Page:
A portfolio is a body of work someone amasses for the purposes of presentation. Architecture is a portfolio in that each piece represents and is a progression from past developments. Our first year portfolios mostly comprise of our foundations not only in architecture but in drawing capability. By fourth year our design and drawing capabilities will be much more polished and each of us will perhaps find our own design and drawing style. Each country has its own portfolio of architecture in that it takes from other countries to create its own style and making that work public so that other countries can take from their design. When we see the "international style" skyscraper it hardly resembles pre and ancient historic architecture but all of its verticality and essential structure comes from those who came before us. 

When we enter an interior, often times parts of the structure show (whether they be dry wall sheathed engaged columns or parts of steel framing) allowing us to understand how the building stands and how it was built. The Romans perhaps had the same experience in their emulation of Greek architecture in that they made thier own progression from the idealized Greek columns to thier own iterations and composites. The ways in which the Egyptians progressed from the uncomfortable straight back chairs to eventually transforming to angled back chairs is an example how the ideal form (straight posture) is sacrificed for comfort (Blakemore 1-25). 

In creating our Portal project presentaions, I decided to make a claymation based around the baths of Caracalla and since the office door we had belonged to Shawn and Rich, I decided to incorporate them as well. I wanted the portal to seem like a passage/perspective to another time which Shawn and Rich unknowingly stumble upon. The portal has opened and the Romans and Spartans fight for the Baths and anyone who gets in their way is brought into the battle...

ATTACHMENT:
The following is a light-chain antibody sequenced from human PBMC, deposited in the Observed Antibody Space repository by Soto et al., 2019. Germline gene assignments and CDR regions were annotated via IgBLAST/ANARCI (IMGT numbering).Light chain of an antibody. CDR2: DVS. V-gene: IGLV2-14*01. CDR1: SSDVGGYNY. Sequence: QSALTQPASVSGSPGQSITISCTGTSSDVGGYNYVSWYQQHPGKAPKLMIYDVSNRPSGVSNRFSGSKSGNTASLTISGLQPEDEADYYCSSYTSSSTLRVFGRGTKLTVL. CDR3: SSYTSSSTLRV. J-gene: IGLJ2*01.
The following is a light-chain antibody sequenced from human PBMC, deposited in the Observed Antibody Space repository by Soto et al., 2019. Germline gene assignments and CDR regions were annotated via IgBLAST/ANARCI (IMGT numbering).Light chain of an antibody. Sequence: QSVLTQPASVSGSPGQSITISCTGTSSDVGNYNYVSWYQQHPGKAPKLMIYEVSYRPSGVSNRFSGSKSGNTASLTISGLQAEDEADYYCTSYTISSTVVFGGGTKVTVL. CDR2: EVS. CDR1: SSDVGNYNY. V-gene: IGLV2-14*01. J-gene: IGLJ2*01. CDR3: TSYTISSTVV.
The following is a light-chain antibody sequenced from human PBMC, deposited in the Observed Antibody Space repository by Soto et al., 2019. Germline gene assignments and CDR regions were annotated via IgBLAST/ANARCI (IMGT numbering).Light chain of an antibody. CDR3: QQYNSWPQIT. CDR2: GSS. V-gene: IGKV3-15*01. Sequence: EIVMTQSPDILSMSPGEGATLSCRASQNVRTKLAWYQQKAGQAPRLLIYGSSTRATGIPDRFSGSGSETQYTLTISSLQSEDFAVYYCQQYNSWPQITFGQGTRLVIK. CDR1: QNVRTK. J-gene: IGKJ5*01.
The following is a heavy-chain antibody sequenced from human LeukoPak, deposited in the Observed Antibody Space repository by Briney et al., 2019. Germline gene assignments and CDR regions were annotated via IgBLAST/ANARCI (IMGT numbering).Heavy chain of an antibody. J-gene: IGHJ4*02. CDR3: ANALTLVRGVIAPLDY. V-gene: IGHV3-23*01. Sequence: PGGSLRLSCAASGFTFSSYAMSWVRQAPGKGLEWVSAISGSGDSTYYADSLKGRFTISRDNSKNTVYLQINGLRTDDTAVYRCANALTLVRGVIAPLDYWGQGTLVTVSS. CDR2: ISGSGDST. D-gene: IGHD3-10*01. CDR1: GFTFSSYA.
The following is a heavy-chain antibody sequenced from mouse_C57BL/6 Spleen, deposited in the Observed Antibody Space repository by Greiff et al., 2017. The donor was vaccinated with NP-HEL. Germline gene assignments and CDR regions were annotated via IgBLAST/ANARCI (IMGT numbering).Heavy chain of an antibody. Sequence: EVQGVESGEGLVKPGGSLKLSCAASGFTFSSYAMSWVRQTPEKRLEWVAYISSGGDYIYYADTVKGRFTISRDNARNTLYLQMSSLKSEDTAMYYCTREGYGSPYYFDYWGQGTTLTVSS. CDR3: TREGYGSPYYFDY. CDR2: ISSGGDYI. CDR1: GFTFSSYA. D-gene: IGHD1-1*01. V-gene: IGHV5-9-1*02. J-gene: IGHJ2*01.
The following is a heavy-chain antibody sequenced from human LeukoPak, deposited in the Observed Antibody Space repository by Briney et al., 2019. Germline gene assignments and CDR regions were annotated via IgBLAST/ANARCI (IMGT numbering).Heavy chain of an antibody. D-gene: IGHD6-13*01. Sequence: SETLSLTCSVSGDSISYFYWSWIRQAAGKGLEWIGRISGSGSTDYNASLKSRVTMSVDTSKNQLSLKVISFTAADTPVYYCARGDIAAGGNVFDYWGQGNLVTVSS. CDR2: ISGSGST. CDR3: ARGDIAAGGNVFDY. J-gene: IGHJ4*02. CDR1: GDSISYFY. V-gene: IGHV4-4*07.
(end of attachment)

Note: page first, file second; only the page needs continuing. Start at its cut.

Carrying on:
In many ways when we enter an interior (unless it's been remodeled) we are brought into the perspective of the time. When I go to my grandmother's house everything right down to the carpet looks and smells like another time. The pictures on the old antique dressers are black and white. When you see the old dressers, tables, silver and chairs, the painstaking craft of each piece elicits an imagination of a world where things are hand made rather than mass produced in China. 

I've learned from perspective drawings recently that they help you to understand an exterior or interior space very intimately. You're observing how each line connects as well as reasoning how the structure works. The perspectives below are of the Bryan Business building and the EUC. 

Find this and my "portfolio" of other claymations under this youtube url:

Architecture seemed to make a large leap in its creation as it transitoned to the renaissance in the 14th and 15th centuries. Patronism became a widespread resource for large public buildings rather than sole governmental funding (Blakemore 91-112). The professionalism of this era was brought on by architects such as Brunelleschi (1377-1446), Francesco Di Giorgio (1459-1501), and Andrea Palladio (1508-1580) who were often commissioned by the papacy or some private wealthy family such as the Medici (Blakemore 91-112). 

Blakemore, R. G. (2006). History of Interior Design and Furniture. Hoboken, New Jersey: John Wiley & Sons, Inc.